Carpenter ants are among the largest ants in Minnesota. There are several species of carpenter ants that may be found infesting homes and other buildings. Normally workers are black, or red and black, in color; and range in size from 3/8 to ½ inch. Winged queen ants may be as large as one inch. However, size is not a reliable characteristic for identifying carpenter ants. In Minnesota, there is one species with workers no larger than 3/16 inch.
The best method to distinguish carpenter ants from other ants is by the following characteristics: 1) a waist with one node (petiole) and 2) a thorax with an evenly rounded upper surface.
There are other ants that appear similar and are occasionally mistaken for carpenter ants. They may have one or two nodes. However, they can be distinguished from carpenter ants by the uneven profile of their thorax.
Behavior, Diet & Habits
Carpenter ants feed on sources of protein and sugar. Outdoors, carpenter ants feed on living and dead insects. They are also very attracted to honeydew, a sweet liquid produced by aphids and scale insects. Aphids and scales feed on trees, shrubs, and other plants. Indoors, carpenter ants feed on meats and pet food, as well as syrup, honey, sugar, jelly, and other sweets. Carpenter ants DO NOT eat wood. They remove wood as they create galleries and tunnels for nesting.
Carpenter ants also interact with our houses when they travel back and forth between their main nest, which must be persistently damp and thus is usually outdoors, and their satellite nests, which may be on the outside surfaces of houses (porches, decks, etc.) or may be in walls, doors or other hollow spaces indoors.
The queen lays 9 to 16 eggs the first year and may live up to 25 years. Eggs complete their life cycle in about 6 to 12 weeks.
Signs of a Carpenter Ant Infestation
Carpenter ants damage wood by excavating and creating galleries and tunnels for their nest. These areas are clean (do not contain sawdust or other debris), and are smooth, with a well-sanded appearance.
The damage to wood structures is variable. The longer a colony is present in a structure, the greater the damage that can be done. Structural wood can be weakened when carpenter ant damage is severe.
It is common to find carpenter ants in homes during spring. It is important to try to determine whether the ants are coming from an outdoor primary nests or an indoor area, although this can be difficult. Their presence is not sufficient evidence to conclude that there is a nest in your home. You may be able to make a more accurate determination based on when you first see carpenter ants. If you find carpenter ants in your home during late winter or early spring, that suggests the ants are coming from a nest in the building. However, if you see activity later in the year, it may be less clear if the nest is in the building.
You may also see carpenter ant swarms during spring. Carpenter ants produce large numbers of queens and males during late summer. They emerge from nests the following spring (this can also happen during late winter) for their nuptial flights. After mating, queens search for suitable sites to begin new nests. Once they land, their wings break off and each queen attempts to construct a new nest.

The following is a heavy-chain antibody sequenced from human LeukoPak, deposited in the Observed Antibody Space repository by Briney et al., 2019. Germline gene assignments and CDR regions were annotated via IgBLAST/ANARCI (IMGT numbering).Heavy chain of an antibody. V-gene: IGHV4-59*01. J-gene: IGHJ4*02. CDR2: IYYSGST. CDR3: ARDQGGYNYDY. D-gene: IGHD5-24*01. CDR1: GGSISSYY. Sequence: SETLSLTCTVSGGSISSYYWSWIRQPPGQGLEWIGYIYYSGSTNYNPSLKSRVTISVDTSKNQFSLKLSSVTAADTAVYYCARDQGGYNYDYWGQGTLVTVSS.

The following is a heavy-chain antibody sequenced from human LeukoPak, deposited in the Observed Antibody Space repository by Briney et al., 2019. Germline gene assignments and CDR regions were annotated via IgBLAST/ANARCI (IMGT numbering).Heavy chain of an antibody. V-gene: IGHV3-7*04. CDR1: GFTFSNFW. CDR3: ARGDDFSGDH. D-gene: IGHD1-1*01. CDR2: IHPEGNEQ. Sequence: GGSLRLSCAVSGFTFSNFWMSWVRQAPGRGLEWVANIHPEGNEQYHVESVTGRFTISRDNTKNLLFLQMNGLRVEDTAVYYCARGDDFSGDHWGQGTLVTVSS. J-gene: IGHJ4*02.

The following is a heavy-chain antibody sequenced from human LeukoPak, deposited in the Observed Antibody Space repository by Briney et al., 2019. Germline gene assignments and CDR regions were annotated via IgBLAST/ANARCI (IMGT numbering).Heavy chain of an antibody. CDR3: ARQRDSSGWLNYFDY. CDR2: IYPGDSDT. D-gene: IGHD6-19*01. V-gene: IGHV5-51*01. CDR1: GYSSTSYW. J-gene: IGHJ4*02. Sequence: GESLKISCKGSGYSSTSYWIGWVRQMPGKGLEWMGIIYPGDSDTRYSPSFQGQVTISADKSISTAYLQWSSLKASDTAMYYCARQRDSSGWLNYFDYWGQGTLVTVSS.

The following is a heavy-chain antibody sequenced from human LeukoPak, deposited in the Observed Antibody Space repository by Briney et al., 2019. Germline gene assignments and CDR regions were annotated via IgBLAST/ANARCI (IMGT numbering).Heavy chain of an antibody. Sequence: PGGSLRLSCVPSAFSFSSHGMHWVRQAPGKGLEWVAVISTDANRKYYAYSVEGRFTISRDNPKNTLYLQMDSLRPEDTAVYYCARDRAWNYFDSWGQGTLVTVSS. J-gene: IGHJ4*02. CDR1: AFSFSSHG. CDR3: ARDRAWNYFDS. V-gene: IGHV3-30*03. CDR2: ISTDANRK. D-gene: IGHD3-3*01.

When carpenter ants nest indoors, mating swarms may become trapped inside. Finding large numbers of winged ants indoors is a sure sign that an indoor nest exists and may give the approximate location of the colony.
The workers may be observed foraging for food. Swarmers usually are produced when a colony matures and is ready to form new colonies. These winged individuals often indicate a well-established colony. An additional sign of carpenter ant activity is the debris they produce from tunneling in the wood. Rough wood shavings mixed with parts of dead ants from the colony indicate carpenter ant nesting activity. A final sign may be the “rustling” sound sometimes heard as the ants go about their activity in the home’s wood.
In natural environments, carpenter ants dwell in both dead and living trees, stumps and rotting logs. However, they may also establish their nests inside of homes and buildings where wood is found. Carpenter ants prefer to establish nests in areas where wood has been exposed to severe moisture.
Carpenter ants build two types of nests: parent colonies and satellite colonies. Parent colonies consist of a queen, her brood and workers. Satellite colonies consist of workers, older larvae and pupae. Workers create satellite colonies when the parent colony lacks sufficient space or when there is a suitable supply of food or water. There may be several satellite colonies associated with a parent colony.
Carpenter Ant Treatment
If treated early, carpenter ants are seldom responsible for serious structural damage to houses and buildings. However, these ants could cause extreme damage if they continue undiscovered for an extended period. All moisture conditions that the ants found conducive must be corrected. Thus, it is best to contact a pest control professional in the event of an infestation. It is advisable to seek professional help in containing carpenter ant infestations, as incorrect procedures may allow the colony to rebound when surviving members resume their burrowing and foraging.